The Health (and Beauty) Dangers of Common Soaps & Antibacterial Ingredients
If you are like most people, you believe that bar soap - the oldest cleanser around - is harmless. So you may be quite surprised to learn that today's popular commercial soaps contain synthetic compounds that are loaded with health risks.
These are some of the most common health symptoms that studies have linked to ingredients found in common commercial soaps and commercial personal care products:
- Sinus Problems
- Exacerbated Asthma Conditions
- Migraine Headaches
- "Unexplained" Sore Throats & Cough
Rashes, Hives, Dermatitis, Eczema
irritations to mouth, eyes, skin, lungs
- Chest Tightness
- Shortness of Breath
You should know right away that the government does not regulate what "natural" means in soaps labeled natural, so commercial soaps can freely claim to be natural while still using the synthetic compounds discussed below - and they do. If you are already using a "natural" soap, or if you intend to seek a safe alternative, please keep this in mind.
Three Potentially Risky Synthetic Compounds
While there are a number of chemical concerns, there are three synthetic components in commercial soaps you need to be most concerned with:
2) Sodium Lauryl Sulfate (SLS)
Most of the commercial bar soaps (and liquid and other forms) on the market today are composed of these and other chemicals.
The first antibacterial liquid hand soap exploded onto the market in 1995, claiming to be ten times more effective at eliminating disease carrying germs than regular liquid soap. In the eleven years since, antibacterial soaps have become a 16 billion dollar a year industry, adding shampoo, dishwashing detergent, toothpaste and various household cleaners to the "antibacterial" list.
Today, 75% of liquid soaps and over 30% of bar soaps in the US are antibacterial, all containing the synthetic chemical triclosan. Triclosan is the main ingredient in antibacterial products. The intention of triclosan is to prevent bacteria from reproducing, limiting the amount of bacteria on your skin, thereby decreasing illnesses.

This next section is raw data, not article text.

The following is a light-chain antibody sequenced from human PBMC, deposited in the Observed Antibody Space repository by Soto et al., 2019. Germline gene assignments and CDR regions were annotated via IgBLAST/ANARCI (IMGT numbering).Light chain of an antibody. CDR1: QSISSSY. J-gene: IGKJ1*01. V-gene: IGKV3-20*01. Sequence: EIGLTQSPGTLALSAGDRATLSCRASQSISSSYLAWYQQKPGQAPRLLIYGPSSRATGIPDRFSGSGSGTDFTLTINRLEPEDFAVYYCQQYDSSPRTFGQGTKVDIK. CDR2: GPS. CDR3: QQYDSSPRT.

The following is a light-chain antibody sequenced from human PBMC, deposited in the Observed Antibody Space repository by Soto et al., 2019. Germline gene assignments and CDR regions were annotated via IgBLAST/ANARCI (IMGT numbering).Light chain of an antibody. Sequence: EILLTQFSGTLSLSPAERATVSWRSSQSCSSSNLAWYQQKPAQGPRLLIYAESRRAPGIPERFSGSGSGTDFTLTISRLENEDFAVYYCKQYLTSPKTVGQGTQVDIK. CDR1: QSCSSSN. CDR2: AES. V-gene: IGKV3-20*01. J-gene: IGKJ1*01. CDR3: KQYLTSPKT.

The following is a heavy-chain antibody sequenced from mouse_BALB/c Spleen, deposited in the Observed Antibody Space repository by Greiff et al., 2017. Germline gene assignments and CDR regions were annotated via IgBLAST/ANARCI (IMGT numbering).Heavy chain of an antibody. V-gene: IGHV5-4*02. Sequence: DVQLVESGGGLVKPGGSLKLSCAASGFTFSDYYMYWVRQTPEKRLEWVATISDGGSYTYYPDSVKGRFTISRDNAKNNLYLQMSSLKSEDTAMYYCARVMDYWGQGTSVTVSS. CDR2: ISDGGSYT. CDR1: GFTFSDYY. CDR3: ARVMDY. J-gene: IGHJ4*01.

Yet a study published in March 2004 found that people who used antibacterial soaps and cleaners developed cold and allergy symptoms as often as those who used regular soaps and cleaners, offering little more protection than ordinary soap against the most common germs.
Current research is showing us that if the widespread use of anti-bacterial soap continues in such an overused frenzy, we could be faced with super germs we can't get rid of.
What the Antibacterial Soap Makers Don't Tell Us
The triclosan in antibacterial soaps does NOT discriminate between good and bad bacteria. But we need good bacteria to survive, to help defend us against bad, harmful bacteria. Our immune systems are being left increasingly vulnerable with the use of antibacterial soaps. Children especially should be exposed to some bacteria in early childhood in order to strengthen their immune systems, but the primary marketing target of the commercial antibacterial soaps is parents with young children. Children who are not exposed to these common bacteria -- because they are being wiped out by antibacterial soap -- may be more prone to allergies and asthma.
Numerous studies have also found that the ongoing use of triclosan:
- Has been shown to kill your skin cells
- Dries your skin
- Can aggravate skin disorders such as eczema and psoriasis
- Does nothing to prevent most illnesses, since colds, flues and more are typically viral (and antibacterial only kills bacteria, not viruses)
- Dioxin, a highly carcinogenic may be formed during the manufacturing process of triclosan, making it a likely contaminant.
- Finally, triclosan has now been found in 3 out of 5 women's breast milk. It is also one of the most detected compounds in rivers, streams and other bodies of water, often in high concentrations, and is highly toxic to a number of different types of algae. This could have very destructive effects on aquatic ecosystems.
Sodium Lauryl Sulfate (SLS)
One of the most dangerous chemicals being added to virtually every personal care product you can imagine, including soap, shampoo, conditioner, and cosmetics, is Sodium Lauryl Sulfate(SLS). SLS is an anionic surfactant and the most commonly used chemical in car soaps, garage floor cleaners, engine degreasers and personal care products.
SLS has been found to have many side effects:
- Eye, skin and mouth irritations
- Membrane alterations
- May be harmful for the brain, heart, spleen and liver
- Chronic irritant contact dermatitis
- Compromising the overall integrity of your skin barrier, rendering it open to exposure to bacteria
- May actually harm cell function
- Can corrode the hair follicle and cause hair loss
95% of the chemicals used in fragrances are petroleum-based synthetic compounds. Most of these chemicals are not tested for safety. Manufacturers are only required to print "fragrance" on the label, nothing more.
Additionally, a product labeled "unscented" may contain a masking fragrance. A product must be marked "without perfume" to indicate no fragrance has been added.